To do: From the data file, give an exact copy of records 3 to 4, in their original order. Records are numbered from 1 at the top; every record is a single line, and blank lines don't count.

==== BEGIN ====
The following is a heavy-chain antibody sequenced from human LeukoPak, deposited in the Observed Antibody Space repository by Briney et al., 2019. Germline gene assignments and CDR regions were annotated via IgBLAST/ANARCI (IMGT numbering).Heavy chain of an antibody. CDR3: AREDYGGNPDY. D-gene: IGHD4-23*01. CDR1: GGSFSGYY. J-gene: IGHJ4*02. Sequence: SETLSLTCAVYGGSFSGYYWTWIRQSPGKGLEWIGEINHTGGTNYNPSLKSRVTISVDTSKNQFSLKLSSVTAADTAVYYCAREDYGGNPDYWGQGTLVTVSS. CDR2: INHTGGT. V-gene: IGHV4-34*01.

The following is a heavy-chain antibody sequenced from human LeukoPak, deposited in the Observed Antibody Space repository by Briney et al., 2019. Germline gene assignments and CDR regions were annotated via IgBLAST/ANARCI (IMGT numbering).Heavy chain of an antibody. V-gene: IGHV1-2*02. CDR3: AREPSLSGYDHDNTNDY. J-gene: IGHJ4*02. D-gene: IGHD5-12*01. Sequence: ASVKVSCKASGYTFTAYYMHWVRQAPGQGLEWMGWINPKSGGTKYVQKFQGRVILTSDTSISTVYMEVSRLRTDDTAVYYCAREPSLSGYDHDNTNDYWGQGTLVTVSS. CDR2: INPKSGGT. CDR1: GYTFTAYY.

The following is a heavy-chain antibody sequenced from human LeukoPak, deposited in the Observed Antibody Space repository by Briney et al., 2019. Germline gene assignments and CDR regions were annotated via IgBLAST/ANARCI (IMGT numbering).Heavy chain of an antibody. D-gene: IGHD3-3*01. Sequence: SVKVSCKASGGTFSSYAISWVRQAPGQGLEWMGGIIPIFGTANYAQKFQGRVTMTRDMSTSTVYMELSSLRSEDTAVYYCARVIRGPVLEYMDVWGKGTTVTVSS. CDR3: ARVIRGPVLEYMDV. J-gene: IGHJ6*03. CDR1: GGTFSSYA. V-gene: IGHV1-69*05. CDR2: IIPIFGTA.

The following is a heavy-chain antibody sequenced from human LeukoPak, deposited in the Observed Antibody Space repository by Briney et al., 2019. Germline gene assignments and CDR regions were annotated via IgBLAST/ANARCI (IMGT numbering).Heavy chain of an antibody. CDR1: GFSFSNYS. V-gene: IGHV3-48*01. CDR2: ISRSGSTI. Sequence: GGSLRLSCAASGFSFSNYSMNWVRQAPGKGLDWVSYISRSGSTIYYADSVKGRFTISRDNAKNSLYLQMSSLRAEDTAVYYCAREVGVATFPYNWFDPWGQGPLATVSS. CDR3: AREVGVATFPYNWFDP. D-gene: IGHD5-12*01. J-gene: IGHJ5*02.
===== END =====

The following is a heavy-chain antibody sequenced from human LeukoPak, deposited in the Observed Antibody Space repository by Briney et al., 2019. Germline gene assignments and CDR regions were annotated via IgBLAST/ANARCI (IMGT numbering).Heavy chain of an antibody. D-gene: IGHD3-3*01. Sequence: SVKVSCKASGGTFSSYAISWVRQAPGQGLEWMGGIIPIFGTANYAQKFQGRVTMTRDMSTSTVYMELSSLRSEDTAVYYCARVIRGPVLEYMDVWGKGTTVTVSS. CDR3: ARVIRGPVLEYMDV. J-gene: IGHJ6*03. CDR1: GGTFSSYA. V-gene: IGHV1-69*05. CDR2: IIPIFGTA.

The following is a heavy-chain antibody sequenced from human LeukoPak, deposited in the Observed Antibody Space repository by Briney et al., 2019. Germline gene assignments and CDR regions were annotated via IgBLAST/ANARCI (IMGT numbering).Heavy chain of an antibody. CDR1: GFSFSNYS. V-gene: IGHV3-48*01. CDR2: ISRSGSTI. Sequence: GGSLRLSCAASGFSFSNYSMNWVRQAPGKGLDWVSYISRSGSTIYYADSVKGRFTISRDNAKNSLYLQMSSLRAEDTAVYYCAREVGVATFPYNWFDPWGQGPLATVSS. CDR3: AREVGVATFPYNWFDP. D-gene: IGHD5-12*01. J-gene: IGHJ5*02.